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This article in AJ

  1. Vol. 83 No. 4, p. 722-728
    Received: May 2, 1990

    * Corresponding author(s):


No-till Winter Wheat Production: Response to Spring Applied Nitrogen Fertilizer Form and Placement

  1. A. M. Johnston and
  2. D. B. Fowler 
  1. Crop Development Centre, Univ. of Saskatchewan, Saskatoon, Sask., S7N 0W0, Canada



No-till seeding into standing stubble immediately after harvest of the previous crop has permitted the successful production of winter wheat (Triticum aestivum L.) on the Canadian prairies. In the present study, 14 field trials were condncted in Saskatchewan between 1986 and 1988 to evaluate the influence of the spring broadcast and the surface banded N fertilizer forms ammonium nitrate (AN), urea, and urea-ammonium nitrate (UAN) solution on grain yield (CY), grain-protein yield (GPY), and grain-protein concentration (GP) of no-till winter wheat. In trials with positive N response, early broadcast urea, surface dribble-banded UAN, and broadcast spray UAN produced GY(GPY) responses that were 90(91), 89(87), and 82(80)%, respectively, of those observed for early broadcast AN. Accumulated surface residues and delayed early spring (May) rainfall reduced the performance of UAN when applied as a broadcast spray. In one trial, the earlly stimulation of N uptake and growth with early AN proved detrimental under high temperature stress during stem elongation resulting in negative CY and GPY responses with increasing N rate. Delaying broadcast N application by 3 wk prevented early N uptake, rducing both CY and GPY and increasing GP. The results of this study suggest that the reduction in N recovery from commercial rates of urea-based fertilizers, as measured by GPY, can be minimized at uniform levels by ensuring early spring application on no-till winter wheat in western Canada.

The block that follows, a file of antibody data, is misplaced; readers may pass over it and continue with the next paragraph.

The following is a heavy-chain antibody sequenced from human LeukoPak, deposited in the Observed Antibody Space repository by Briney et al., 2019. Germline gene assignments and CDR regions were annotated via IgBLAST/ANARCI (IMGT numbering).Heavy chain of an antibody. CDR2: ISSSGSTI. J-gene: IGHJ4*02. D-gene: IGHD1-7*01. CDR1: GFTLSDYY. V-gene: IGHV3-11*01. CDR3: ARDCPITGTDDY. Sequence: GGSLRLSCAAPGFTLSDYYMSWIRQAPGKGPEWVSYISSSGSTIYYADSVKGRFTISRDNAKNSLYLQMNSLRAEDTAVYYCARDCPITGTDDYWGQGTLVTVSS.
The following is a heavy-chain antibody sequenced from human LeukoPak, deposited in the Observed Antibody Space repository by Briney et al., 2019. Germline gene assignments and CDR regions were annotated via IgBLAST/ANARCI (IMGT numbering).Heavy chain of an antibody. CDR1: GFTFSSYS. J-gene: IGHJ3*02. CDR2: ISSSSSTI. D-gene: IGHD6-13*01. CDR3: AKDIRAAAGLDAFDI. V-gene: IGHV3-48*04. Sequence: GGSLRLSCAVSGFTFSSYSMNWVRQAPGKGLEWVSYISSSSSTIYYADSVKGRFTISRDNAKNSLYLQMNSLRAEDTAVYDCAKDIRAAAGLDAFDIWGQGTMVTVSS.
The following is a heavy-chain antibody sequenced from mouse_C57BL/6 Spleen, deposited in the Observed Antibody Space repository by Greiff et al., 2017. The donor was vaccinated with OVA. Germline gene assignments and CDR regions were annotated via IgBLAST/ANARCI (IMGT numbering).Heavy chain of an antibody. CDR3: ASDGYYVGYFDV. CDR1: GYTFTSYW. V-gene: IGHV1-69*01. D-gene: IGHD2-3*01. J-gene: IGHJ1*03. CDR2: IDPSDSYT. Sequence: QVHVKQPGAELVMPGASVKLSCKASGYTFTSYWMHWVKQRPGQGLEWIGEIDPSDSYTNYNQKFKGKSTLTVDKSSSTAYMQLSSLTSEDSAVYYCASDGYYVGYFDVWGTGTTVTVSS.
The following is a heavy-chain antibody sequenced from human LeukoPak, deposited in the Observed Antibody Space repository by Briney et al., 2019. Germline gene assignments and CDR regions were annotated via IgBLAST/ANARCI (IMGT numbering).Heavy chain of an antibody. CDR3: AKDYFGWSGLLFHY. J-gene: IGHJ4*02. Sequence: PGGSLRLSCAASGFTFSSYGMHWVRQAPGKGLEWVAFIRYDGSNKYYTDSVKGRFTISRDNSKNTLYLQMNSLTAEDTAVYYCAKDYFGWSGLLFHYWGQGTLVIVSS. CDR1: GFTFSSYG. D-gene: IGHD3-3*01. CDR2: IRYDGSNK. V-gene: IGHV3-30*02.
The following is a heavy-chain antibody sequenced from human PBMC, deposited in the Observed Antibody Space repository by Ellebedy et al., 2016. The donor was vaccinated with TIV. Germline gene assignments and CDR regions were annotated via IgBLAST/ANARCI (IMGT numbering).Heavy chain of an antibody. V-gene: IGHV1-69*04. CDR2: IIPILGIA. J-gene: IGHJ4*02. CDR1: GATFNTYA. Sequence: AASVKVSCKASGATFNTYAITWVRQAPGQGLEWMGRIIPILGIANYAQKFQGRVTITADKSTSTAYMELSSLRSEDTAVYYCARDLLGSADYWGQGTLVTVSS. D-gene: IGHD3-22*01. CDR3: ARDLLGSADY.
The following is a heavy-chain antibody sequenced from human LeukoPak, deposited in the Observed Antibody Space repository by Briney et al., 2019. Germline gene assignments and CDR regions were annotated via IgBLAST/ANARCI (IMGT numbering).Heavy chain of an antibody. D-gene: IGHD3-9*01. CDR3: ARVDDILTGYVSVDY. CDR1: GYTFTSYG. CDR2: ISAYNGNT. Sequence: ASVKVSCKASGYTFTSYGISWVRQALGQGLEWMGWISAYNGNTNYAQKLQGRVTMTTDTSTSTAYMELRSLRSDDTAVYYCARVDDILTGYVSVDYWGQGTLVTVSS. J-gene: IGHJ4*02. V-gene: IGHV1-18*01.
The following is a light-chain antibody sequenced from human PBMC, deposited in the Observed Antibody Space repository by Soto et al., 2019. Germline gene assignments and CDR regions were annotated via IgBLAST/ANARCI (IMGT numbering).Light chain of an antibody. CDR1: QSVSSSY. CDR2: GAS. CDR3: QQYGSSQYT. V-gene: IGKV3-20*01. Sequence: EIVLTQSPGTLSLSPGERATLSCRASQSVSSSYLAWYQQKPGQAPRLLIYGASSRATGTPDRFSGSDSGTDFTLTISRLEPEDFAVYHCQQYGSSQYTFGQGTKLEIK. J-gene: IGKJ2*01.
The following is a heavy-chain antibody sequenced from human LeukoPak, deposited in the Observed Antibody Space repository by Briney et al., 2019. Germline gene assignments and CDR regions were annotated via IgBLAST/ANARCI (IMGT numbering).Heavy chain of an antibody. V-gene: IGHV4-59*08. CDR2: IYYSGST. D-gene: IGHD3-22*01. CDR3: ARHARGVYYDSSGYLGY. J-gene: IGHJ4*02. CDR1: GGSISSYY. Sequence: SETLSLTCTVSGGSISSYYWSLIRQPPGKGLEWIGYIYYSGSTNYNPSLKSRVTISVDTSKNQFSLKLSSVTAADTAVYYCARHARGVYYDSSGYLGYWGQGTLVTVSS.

Supported in part by a grant from the Canada-Saskatchewan Economic Regional Development Agreement and in part by a grant from Western Cooperative Fertilizers Limited.

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